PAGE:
Note: Plant Therapy is currently sold out of this product; however, this is valuable information on the CO2 and we will keep this information for the blog.   

Vanilla Botanical

Sustainably sourced from Uganda, Vanilla Botanical holds a rich, intense, and sweet aroma. Uganda is one of the main areas of vanilla production in the world, with perfect agri-climatic conditions. The green beans are harvested in June-July and December-January. In Uganda, a fast-curing and hydro-distillation process has been developed resulting in a higher content of vanillin, giving the final product its aroma.  It becomes a favorite to add to body care products or DIY beauty projects. Vanilla Botanical also can help release feelings of agitation, thus providing a relaxing, calm environment.

 

References:

[1] Lubinsky P, Bory S, Hernandez-Hernandez J et al.  Origins and Dispersal of Cultivated Vanilla.  Economic Botany 62 (2): 127-38, 2008.

[2] Correll D.  Vanilla: Its Botany, History, Cultivation, and Economic Importance.  Economic Botany 7: (4), 291-358, 1953.

[3] Havkin-Frenkl D, French JC, Pak FE, Frenkl C.   Interrelation of Curing and Botany in Vanilla (Vanilla planifolia) Bean.  Acta Horticulturae 2004: 93-102.

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24 thoughts on “Vibrant Vanilla!”

  • The last question asks why the C02 is kidsafe but the oleoresin is not – when I go to the oleoresin product in the shop it says that it is kidsafe. Can you please clarify?

    1. Jen, we are so sorry for this confusion! Recently, we reevaluated the chemical constituents in Vanilla Oleoresin and determined that it *does* meet our KidSafe requirements 🙂 This blog was written before the change was made and will need to be updated to reflect this. Please don’t hesitate to reach out to our awesome Customer Service Team at [email protected] for more information

    1. Kel, I would recommend diffusing with an ultrasonic diffuser (uses water), and just be sure you are cleaning after each use so your diffuser doesn’t become clogged. As for being used in or around food, our official stance is:
      “All of our Essential Oils are 100% pure free from any chemicals or pesticides and are ingestible. However, we do not recommend the ingestion of any essential oils. They are highly concentrated and have the capacity to cause serious damage if used internally without the necessary expertise required in administering it. This is supported by the International Federation of Aromatherapists.”

  • Great blog. I just ordered some vanilla Oleoresin today, can’t wait to try some of these recipes!

  • I have actually utilized the fact that the oleoresin does not disperse in oil to make a vanilla infused jojoba oil. I dropped some into my jojoba oil container and left it for a week or two. The jojoba had this absolutely wonderful vanilla scent. It’s Because it won’t dissolve that you can use the oleoresin like vanilla beans to infuse an oil. I’ve also done almond and safflower oil like this. I used it in a lip balm a bit ago which was vanilla infused almond oil, cocoa butter, coconut oil and lime eo. (And beeswax). It worked brilliantly.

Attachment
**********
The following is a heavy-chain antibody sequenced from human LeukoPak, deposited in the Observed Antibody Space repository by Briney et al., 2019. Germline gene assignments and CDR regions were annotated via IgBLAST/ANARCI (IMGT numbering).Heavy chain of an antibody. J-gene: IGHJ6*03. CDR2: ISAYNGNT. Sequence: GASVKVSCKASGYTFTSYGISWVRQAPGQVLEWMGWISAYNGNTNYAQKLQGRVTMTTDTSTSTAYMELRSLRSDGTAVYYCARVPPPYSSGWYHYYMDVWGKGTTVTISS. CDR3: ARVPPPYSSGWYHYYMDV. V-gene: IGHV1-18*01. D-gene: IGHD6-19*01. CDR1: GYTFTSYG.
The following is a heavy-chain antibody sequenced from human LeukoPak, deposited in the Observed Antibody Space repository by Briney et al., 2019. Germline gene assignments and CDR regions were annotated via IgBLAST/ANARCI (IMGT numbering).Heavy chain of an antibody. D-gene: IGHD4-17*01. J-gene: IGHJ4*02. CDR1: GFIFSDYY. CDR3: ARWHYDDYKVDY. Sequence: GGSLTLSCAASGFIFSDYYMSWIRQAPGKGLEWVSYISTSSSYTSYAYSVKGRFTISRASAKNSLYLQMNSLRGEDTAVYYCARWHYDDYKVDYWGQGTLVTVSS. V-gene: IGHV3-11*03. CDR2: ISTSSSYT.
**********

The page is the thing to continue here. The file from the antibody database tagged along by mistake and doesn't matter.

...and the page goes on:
• When using Vanilla Oleoresin in a recipe just for scent purposes, since it’s not a true essential oil, do you count the drops used for your total dilution?

    1. What are you going to make just for scent? If you’re not making a product that’s going onto the body, dilution isn’t really an issue. But yes, you would count the drops just as you would any other oil.

  • Would this vanilla be good for using in making soap? Would it blend completely with the other oils?

    1. Are you referring to Vanilla CO2 or the Oleoresin? If you’re referring to the Oleoresin, then no. It would not blend with the carrier oils.

    2. Are you referring to Vanilla CO2 or the Oleoresin? If you’re referring to the Oleoresin, then no, It would not blend with the carrier oils.

  • So, does this mean that the oleoresin is kid safe to diffuse, just no skin contact? For example, the new Sugar Cookie synergy – can it be safely diffused around a child?

    1. Hi Ann, our “official” position is that it’s better to avoid oleoresin use with children by all methods. We make recommendations, but then it is ultimately up to the customer to decide what’s right for them. 🙂

  • I’m curious how quickly the C02 vanilla comes out of the bottle. Does it come out quickly, like say lavender EO, or more slowly like vanilla that’s been extracted (not sure if that’s the right word) in jojoba oil? I’ve used the latter from another company and would love something that will mix well with oil but comes out a little more quickly. 🙂

    1. Hi Christy, I’ve heard of two different experiences with the Plant Therapy Vanilla C02. Christina Smith’s vanilla C02 drops fairly readily from the bottle when it’s tipped; and the brand new batch I have is semi-solid in the bottle. Even when the bottle was warmed in my hand it would not drop out, and I needed a small pipette to get it out of the bottle.

    2. My bottle came semi solid and never really “thawed out” so I just put it in a ziplock, use luke WARM water for a couple of minutes to make it loose again. Works like a charm.